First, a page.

A real satisfaction, even if I was not present at their "birth". Plus, apparently, they were really delicious! Considering how much the vegetables have grown in just two weeks I thought that maybe the thing to do in the future is either not to go on vacation in July, which seems a bit extreme to me, or to organize with the garden companion to go on vacation at different times or go there for just one week. ;-)
Successes and failures
To update you on my vegetables and their well-being or discomfort, let's start with tomato plants, particularly dear to me. As you can imagine, the heat of July was very much appreciated by them. They have finally begun to grow properly. Hurray!
Now a lot of green cherry tomatoes and a lot of flowers have appeared, so the situation is promising. A few shy tomatoes have already matured and were immediately eaten by myself. I must say it was not bad taste. We hope that the weather does not turn upside down again and that we will be able to have a decent harvest.
Eggplants, on the other hand, stubbornly refuse to grow, despite the great heat that has been there (which has even made airports and railway lines go haywire in the south. Did you hear? Incredible but true!) Will it also be a question of terrain? Bah! By now I have resigned myself to not even seeing the shadow of it ... ;-)
Some you win, some you lose, as they say here. Obviously, next year I will no longer dream of planting them.
Other vegetables that are not growing very well are i cauliflower. With the exception of a purple cauliflower that has peeped out (see photo), all the others have only produced leaves so far, which are also eaten by various beasts.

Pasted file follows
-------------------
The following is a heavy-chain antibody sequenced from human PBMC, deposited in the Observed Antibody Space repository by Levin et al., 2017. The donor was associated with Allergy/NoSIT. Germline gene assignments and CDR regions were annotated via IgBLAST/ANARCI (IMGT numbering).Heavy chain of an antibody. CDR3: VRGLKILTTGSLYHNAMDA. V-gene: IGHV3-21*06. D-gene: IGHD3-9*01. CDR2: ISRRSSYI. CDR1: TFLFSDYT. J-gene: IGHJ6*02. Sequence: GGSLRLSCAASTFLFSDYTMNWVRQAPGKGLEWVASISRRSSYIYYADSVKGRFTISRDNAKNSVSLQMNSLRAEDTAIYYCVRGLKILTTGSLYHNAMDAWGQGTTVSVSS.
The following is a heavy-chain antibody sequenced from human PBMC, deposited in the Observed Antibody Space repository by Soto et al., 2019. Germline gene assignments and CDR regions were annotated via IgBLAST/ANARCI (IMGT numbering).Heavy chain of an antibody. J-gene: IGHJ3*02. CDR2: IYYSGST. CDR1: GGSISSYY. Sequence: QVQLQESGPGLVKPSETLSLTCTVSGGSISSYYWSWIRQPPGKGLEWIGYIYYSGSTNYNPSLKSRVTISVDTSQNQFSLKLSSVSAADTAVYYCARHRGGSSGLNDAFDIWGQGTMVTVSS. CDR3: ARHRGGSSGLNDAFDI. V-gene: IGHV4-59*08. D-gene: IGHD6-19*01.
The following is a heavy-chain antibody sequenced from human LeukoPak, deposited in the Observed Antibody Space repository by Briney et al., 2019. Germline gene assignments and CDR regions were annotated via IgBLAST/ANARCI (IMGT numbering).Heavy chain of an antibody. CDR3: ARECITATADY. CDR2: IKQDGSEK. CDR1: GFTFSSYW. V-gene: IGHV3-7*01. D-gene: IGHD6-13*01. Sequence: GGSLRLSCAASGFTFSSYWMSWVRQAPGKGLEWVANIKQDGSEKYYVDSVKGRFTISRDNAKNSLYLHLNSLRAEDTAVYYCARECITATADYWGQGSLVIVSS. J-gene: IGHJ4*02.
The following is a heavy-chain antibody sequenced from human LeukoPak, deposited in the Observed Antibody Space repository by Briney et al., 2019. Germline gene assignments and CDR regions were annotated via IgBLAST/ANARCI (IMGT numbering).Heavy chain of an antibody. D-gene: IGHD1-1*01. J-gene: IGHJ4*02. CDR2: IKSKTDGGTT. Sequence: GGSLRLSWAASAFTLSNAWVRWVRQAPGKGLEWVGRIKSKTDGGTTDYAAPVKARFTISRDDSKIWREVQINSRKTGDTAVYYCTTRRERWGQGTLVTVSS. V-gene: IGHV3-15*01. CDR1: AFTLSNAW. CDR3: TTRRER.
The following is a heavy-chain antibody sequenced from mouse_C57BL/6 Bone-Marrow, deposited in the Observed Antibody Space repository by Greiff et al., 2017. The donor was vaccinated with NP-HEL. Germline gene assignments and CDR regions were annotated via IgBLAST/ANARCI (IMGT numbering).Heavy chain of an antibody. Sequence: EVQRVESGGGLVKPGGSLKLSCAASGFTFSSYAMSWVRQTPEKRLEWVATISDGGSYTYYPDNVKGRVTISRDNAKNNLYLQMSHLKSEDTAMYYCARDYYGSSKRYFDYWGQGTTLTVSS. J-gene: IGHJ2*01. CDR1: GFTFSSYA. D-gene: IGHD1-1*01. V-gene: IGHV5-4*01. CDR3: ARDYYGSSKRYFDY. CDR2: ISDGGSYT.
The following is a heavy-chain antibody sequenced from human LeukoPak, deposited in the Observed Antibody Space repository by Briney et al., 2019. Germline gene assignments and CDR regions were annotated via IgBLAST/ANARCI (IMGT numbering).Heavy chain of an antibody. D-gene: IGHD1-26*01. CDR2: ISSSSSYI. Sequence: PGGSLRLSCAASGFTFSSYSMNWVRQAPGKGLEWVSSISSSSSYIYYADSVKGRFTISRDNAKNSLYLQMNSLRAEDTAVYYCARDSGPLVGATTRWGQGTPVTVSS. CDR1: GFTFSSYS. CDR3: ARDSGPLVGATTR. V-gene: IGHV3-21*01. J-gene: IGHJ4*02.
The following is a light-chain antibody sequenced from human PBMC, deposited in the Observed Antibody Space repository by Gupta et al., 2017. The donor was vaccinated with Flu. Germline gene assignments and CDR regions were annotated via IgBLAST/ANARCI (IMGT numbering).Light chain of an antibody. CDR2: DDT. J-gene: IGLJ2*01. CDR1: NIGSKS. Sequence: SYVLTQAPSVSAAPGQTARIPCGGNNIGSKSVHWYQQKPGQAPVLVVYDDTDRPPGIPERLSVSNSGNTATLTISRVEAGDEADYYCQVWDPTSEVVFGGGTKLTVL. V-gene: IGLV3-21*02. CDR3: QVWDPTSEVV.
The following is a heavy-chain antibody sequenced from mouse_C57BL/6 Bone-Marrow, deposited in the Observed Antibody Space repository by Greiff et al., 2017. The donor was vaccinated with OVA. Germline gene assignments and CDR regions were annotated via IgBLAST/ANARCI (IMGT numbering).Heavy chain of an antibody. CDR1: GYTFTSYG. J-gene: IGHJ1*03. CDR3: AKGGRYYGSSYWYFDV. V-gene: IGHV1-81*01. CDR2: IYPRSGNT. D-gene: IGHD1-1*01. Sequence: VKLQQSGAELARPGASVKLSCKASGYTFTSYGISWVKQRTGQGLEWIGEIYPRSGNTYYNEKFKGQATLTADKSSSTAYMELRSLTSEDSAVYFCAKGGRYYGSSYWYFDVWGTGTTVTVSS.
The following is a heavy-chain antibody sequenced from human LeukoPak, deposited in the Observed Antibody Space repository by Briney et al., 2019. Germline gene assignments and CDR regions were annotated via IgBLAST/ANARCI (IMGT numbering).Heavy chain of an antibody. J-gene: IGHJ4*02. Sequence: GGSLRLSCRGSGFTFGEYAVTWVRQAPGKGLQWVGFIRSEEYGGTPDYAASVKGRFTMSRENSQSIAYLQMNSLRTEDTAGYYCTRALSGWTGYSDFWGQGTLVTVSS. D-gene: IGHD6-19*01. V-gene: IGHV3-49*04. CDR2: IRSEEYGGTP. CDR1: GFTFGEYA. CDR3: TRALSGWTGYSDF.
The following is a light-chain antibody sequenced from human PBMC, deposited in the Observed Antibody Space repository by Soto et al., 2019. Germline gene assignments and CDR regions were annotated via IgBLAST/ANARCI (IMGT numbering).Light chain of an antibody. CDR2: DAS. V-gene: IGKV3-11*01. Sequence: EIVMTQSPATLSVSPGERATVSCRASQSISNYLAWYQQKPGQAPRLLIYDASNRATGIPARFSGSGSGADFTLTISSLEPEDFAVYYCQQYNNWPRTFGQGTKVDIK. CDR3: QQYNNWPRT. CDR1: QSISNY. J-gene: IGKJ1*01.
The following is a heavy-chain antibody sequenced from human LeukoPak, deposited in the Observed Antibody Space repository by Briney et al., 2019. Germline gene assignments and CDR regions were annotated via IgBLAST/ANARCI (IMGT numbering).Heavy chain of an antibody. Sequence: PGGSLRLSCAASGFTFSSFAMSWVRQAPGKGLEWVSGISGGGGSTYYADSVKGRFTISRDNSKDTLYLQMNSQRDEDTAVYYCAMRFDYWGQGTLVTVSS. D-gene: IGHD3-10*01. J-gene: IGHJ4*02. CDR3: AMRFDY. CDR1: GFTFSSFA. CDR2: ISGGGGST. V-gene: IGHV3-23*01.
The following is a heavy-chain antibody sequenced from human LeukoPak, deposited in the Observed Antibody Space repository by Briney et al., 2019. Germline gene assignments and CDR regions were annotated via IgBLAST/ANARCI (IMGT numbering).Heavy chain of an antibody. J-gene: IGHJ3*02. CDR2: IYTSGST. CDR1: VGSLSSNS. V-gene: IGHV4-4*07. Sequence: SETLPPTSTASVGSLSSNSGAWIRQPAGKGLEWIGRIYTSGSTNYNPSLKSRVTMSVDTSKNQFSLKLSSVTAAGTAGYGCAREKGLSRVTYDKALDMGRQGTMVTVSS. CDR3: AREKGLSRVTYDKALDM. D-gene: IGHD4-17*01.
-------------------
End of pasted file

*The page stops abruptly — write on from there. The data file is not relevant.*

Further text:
THE eater peas were a disaster. No seedlings have taken root. And normal peas only produced a few pods. I wonder why.
Also the garlic it was disappointing: we pulled it out of the ground but unfortunately it doesn't look good. It is made up of many small wedges but has not made normal heads. They are all a bit deformed. I wonder why!
The beans, on the other hand, have been a hit and the green bean plants are beautifully lush. We have already collected some at the end of the month but we will have to wait until August to collect the bulk. Strawberries also bode well. I bought a variety that theoretically produces it all summer. They started blooming later than normal ones but now they are filling up with flowers and fruit.
In the last days of July, we dug up the remaining potatoes, as well as beets and red onions. Beets and potatoes ended up in Janet's garage as long as we need them. Red onions, following the example of other people, are drying outdoors (or rather they are taking a bath since it has rained a lot in the last few days).
But now we have black holes in the garden, i.e. empty spaces that we will have to fill with new plants, obviously already thinking about autumn / winter vegetables. We will see what to do.
Every year inHummersknott allotment where my garden is, on the third Saturday of July there is one competition. Prizes for different categories are awarded by experts. One of these is that of the young gardeners, that is, those people who have been cultivating the garden for less than two years (like me). Well, incredible but true, I won the third prize! What a great satisfaction!
The judges' comment was that I made good use of the available space and grew a nice variety of vegetables as well as flowers. Well, I confess I went into jujube soup when I found out. Considering that, as you well know, I have never grown a vegetable in my life before this year, I can be proud of the results. And if I did it, it means that other inexperienced people like me can do it.
Lack of experience shouldn't prevent anyone from trying. Especially when you can draw on a whole series of very useful tips on this beautiful online magazine !! Indeed cultivating a vegetable garden is an activity that I recommend to anyone who has some free time and a piece of land at their disposal. There is nothing more satisfying than cooking organic vegetables that have been lovingly grown by themselves!